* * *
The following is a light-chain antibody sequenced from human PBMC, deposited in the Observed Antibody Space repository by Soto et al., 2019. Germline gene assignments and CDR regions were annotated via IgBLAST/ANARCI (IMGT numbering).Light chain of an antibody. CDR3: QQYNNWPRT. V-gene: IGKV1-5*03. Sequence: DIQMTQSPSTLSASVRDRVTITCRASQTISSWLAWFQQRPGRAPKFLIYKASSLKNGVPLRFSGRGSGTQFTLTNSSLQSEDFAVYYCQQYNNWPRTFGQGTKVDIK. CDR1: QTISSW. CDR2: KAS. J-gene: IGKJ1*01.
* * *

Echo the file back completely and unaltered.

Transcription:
The following is a light-chain antibody sequenced from human PBMC, deposited in the Observed Antibody Space repository by Soto et al., 2019. Germline gene assignments and CDR regions were annotated via IgBLAST/ANARCI (IMGT numbering).Light chain of an antibody. CDR3: QQYNNWPRT. V-gene: IGKV1-5*03. Sequence: DIQMTQSPSTLSASVRDRVTITCRASQTISSWLAWFQQRPGRAPKFLIYKASSLKNGVPLRFSGRGSGTQFTLTNSSLQSEDFAVYYCQQYNNWPRTFGQGTKVDIK. CDR1: QTISSW. CDR2: KAS. J-gene: IGKJ1*01.